Oil is stable because economic concerns have filled the potential for growth in China’s demand

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Oil prices changed slightly on Friday amid concerns over weak economic growth, expecting crude demand to rise again as Shanghai lifted some coronavirus lockdowns.

Brent futures for July delivery fell 36 cents, or 0.3%, to 1 111.68 a barrel by 0015 GMT, while US West Texas Intermediate (WTI) crude fell 36 cents, or 0.3%, to 1 111.85 on its last day of the previous month.

WTI futures for July, which will be next month, are down about 0.6% at 9 109.20 a barrel.

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This is the first time since mid-February that the WTI has been on the rise for the fourth consecutive week. Brent was down less than 1% after falling less than 1% last week.

With crude gains limited this week, Brent and the US benchmark are trading in a range mostly due to the uncertain path of demand. Investors, worried about rising inflation and more aggressive measures by the central bank, are reducing exposure to risky assets.

Open interest in WTI futures, for example, fell to 1.722 million contracts on May 18, the lowest since July 2016.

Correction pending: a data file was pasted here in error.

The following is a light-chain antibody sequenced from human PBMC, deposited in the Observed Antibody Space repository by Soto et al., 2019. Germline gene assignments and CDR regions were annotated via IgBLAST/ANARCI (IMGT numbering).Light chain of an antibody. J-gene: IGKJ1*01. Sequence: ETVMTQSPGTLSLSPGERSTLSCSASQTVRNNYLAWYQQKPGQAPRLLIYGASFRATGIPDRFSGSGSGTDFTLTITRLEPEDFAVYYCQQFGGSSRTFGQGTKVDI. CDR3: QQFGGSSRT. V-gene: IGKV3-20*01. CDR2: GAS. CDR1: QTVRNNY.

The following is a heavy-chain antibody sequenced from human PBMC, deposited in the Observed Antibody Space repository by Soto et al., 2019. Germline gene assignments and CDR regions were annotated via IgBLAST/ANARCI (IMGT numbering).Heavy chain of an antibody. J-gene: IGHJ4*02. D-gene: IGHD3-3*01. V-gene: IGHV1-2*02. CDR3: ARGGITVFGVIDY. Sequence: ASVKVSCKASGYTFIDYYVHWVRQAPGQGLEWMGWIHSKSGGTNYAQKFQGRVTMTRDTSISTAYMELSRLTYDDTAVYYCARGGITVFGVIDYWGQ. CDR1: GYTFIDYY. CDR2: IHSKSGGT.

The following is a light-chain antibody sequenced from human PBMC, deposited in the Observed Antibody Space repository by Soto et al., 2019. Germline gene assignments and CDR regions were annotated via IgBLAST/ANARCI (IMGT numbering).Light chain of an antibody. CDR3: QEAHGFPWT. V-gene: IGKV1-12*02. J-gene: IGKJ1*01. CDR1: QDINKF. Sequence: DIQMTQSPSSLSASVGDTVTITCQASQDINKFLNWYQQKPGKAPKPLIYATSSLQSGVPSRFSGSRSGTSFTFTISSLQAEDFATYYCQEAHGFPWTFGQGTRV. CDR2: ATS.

“If US growth data continues to be bullish, oil prices could be stuck in a negative stock market feedback loop,” said Stephen Innes, managing director of SPI Asset Management, in a client note.

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Wall Street ended lower after a volatile session on Thursday, when investors were worried about inflation and rising interest rates.

In China, however, oil demand could return as Shanghai authorities lifted some coronavirus lockdowns and residents were given the freedom to go out for grocery shopping for the first time in almost two months. China is the world’s top crude importer.

In the United States, Americans were getting behind the wheel despite high fuel prices, according to a report on the Federal Highway Administration’s car miles.

Automobile club AAA said petrol and diesel prices at pumps reached record highs again on Thursday.

The U.S. House has passed a bill that would allow the president to issue a fuel emergency declaration, making it illegal for companies to raise excessive gasoline and household fuel prices.

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The prospect of an EU embargo on Russian oil imports has helped support prices. This month, the EU proposed a new package of sanctions against Ukraine for its attack on Russia, which Moscow called a “special military operation.”

The sanctions would include a complete ban on oil imports within six months, but measures have not yet been taken with Hungary, one of the most vocal critics of the plan.

Iran, meanwhile, is having a hard time selling its crude oil as more Russian barrels are available.

Iran’s crude exports to China have plummeted since the start of the Ukraine war because Beijing favored massive discounts on Russian barrels, storing about 40 million barrels of Iranian oil in tankers at sea in Asia and looking for buyers. (Reporting by Scott Disavino; Editing by Cynthia Osterman)



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